The Inhaler Technique
Patients with respiratory disease (breathing problems) such as asthma or chronic obstructive pulmonary disease (COPD) often require medication in the form of inhalers. Basically they need to inhale, hence the term inhalers, the medication via their mouth into their lungs.
This station therefore tests several examination skills:
- Your knowledge of the underlying condition that they require the medication for.
- How to use an inhaler.
- Your ability to communicate both of these areas to the patient.
There are several types of inhalers available, such as: aerosol inhalation or breath activated. You should be familiar with how to use each of these. In this station we will demonstrate the use of aerosol inhalers.
Introduce yourself to the patient and clarify their identity.
Initially it is worth checking the patient’s understanding of their condition. If they do not understand fully, explain what is happening and why they find breathing more difficult when they have an exacerbation.
Discuss the inhaler with the patient; inform them that it contains medication and explain to them how it works.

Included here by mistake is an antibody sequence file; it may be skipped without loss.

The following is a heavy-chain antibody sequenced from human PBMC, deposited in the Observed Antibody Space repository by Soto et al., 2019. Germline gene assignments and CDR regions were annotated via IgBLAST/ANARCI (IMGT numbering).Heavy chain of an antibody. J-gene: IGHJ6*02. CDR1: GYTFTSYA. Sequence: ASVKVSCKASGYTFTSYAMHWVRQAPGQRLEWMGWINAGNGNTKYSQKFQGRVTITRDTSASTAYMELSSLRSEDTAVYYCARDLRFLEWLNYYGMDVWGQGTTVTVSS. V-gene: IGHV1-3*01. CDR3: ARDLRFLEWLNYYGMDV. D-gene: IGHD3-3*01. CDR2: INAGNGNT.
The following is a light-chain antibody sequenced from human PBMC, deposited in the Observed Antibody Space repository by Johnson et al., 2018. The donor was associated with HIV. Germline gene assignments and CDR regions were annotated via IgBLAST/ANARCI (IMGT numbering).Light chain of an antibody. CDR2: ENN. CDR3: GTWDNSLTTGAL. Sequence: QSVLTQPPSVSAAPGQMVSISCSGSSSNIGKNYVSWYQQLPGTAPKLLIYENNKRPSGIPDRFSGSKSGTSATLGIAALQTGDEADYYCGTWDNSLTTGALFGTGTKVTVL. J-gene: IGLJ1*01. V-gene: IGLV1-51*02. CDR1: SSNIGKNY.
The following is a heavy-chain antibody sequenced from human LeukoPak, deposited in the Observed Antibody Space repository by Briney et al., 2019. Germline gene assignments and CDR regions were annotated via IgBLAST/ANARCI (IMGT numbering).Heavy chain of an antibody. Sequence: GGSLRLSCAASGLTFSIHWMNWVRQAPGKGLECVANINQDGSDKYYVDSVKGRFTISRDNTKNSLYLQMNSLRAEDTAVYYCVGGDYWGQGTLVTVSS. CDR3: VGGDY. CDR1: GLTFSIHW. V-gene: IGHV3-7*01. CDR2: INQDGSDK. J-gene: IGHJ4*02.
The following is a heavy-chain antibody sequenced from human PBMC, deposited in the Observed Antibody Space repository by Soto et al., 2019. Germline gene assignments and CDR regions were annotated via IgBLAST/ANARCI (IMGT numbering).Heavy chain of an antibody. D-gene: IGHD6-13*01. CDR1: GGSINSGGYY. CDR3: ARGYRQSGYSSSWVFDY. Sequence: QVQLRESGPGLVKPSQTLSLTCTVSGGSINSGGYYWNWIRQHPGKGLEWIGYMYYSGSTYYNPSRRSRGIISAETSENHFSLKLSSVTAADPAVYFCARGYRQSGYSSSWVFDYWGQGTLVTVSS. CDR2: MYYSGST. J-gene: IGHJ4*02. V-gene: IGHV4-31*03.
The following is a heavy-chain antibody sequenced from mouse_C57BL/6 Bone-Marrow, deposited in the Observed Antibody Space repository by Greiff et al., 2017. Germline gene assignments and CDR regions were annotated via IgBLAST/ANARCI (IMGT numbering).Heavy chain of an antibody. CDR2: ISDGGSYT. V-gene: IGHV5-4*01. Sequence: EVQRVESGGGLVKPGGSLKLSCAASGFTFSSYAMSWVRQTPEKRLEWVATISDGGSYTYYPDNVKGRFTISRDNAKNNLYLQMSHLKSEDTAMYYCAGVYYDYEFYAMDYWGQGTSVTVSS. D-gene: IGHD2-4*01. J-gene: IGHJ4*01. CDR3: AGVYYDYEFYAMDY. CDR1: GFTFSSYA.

Describe the following steps for using the inhaler:
- Remove the inhaler cap.
- Shake the inhaler.
- Hold the inhaler upright with your index finger on the top.
- Hold the inhaler close to your mouth and breathe out completely.
- Put the mouthpiece in your mouth, breathe in deeply and firmly press on the canister simultaneously.
- Inhale fully so that the dose goes deep into the lungs.
- Hold your breath for 10 seconds.
- Breathe out and, if necessary, repeat the procedure.
Once you have described the steps, show the patient how to do it yourself.
After you have demonstrated the technique, ask the patient to show you how they would do it. Check that they are doing it correctly and resolve any mistakes they are making.
End the consultation by asking the patient if they have any questions or concerns about the process.